As a Centre of Excellence, our research spans many different disciplines of science, from earthquake monitoring to our internet, all the way to the fundamental physics of light.  

The story of our Centre began with the 2005 Nobel Prize in Physics, when the world’s most precise measurement tool was made.

It was called the optical frequency comb. 

Optical frequency combs have transformed the measurement of time enabling the world’s most accurate clocks.  These are crucial for GPS, allowing our transport networks and Google Maps on our smart phones.   

Yet, 20 years after its invention, the impact of the optical frequency combs on society has been surprisingly limited 

What is an optical frequency comb?


A device capable of translating electronic signals into light waves.

It was first invented at the end of the 20th century and enabled the most precise measurement the world had ever seen, allowing research that transformed satellite global positioning, and the exploration of distant suns.

The story of integration

Optical Frequency Comb

The Optical Frequency Comb still remains at $1M, the size of a entire laboratory bench, and needs constant attention by trained experts.

It remains trapped in specialist laboratories around the world.


In 2010, our research team introduced the first miniaturised optical frequency comb that could be mass manufactured as cheaply as consumer electronics – we called these microcombs.   

The microcomb chip is smaller than an Australian $2 coin, and the component producing the frequency comb is less than 1mm across.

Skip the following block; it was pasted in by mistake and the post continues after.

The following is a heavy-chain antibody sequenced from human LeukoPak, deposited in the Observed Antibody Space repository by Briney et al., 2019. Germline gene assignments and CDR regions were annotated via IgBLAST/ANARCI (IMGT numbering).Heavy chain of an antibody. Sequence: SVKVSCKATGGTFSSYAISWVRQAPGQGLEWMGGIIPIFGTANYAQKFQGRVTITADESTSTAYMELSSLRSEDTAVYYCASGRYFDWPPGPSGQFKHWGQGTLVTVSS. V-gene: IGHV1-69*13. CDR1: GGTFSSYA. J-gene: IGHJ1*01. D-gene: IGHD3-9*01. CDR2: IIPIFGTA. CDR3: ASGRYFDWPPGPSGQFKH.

Our research areas

Microcomb Science and Technology

Understand new optical physics for generating combs, structures and materials

Spectroscopy and Microscopy

Better understand living organisms and complex gases

Information and Intelligence

Advance record-breaking internet transmission for rapid brain-like machine learning

Sensing and Measurement

Create compact robust atomic clocks for structural monitoring and mapping of geological features


Deliver new calibration standards for astronomical spectrographs to search for planets in other solar systems

Featured case studies

Connecting internet superhighways to keep up with data demands

A team of researchers from Monash, RMIT, University of Adelaide and the Beijing University of Posts and Telecommunications have created a fingernail-sized chip to more efficiently route our internet’s data to its destination.

Observing the tiny wobble of a star more accurately to find earth-like planets

Making the world’s most accurate ruler smaller and more robust will bring us one step closer to finding habitable planets like our Earth.

Measuring our greenhouse gases more rapidly and accurately

Our team aims to miniaturise the current bulky gas sensing equipment and use it in remote areas like Australia’s outback.

Do you want to be a part of our Centre?
We are currently recruiting for PhD students
and Postdoctoral Researchers.